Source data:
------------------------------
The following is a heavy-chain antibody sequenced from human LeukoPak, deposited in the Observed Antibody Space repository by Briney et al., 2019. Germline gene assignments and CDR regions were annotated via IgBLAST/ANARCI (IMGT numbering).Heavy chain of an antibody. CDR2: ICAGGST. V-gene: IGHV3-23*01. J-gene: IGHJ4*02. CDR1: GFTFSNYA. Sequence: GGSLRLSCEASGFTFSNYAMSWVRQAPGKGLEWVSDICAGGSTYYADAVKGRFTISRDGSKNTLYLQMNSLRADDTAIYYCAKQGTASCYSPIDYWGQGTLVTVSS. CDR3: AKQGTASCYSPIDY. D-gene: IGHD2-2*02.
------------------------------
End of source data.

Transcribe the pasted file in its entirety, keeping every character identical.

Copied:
The following is a heavy-chain antibody sequenced from human LeukoPak, deposited in the Observed Antibody Space repository by Briney et al., 2019. Germline gene assignments and CDR regions were annotated via IgBLAST/ANARCI (IMGT numbering).Heavy chain of an antibody. CDR2: ICAGGST. V-gene: IGHV3-23*01. J-gene: IGHJ4*02. CDR1: GFTFSNYA. Sequence: GGSLRLSCEASGFTFSNYAMSWVRQAPGKGLEWVSDICAGGSTYYADAVKGRFTISRDGSKNTLYLQMNSLRADDTAIYYCAKQGTASCYSPIDYWGQGTLVTVSS. CDR3: AKQGTASCYSPIDY. D-gene: IGHD2-2*02.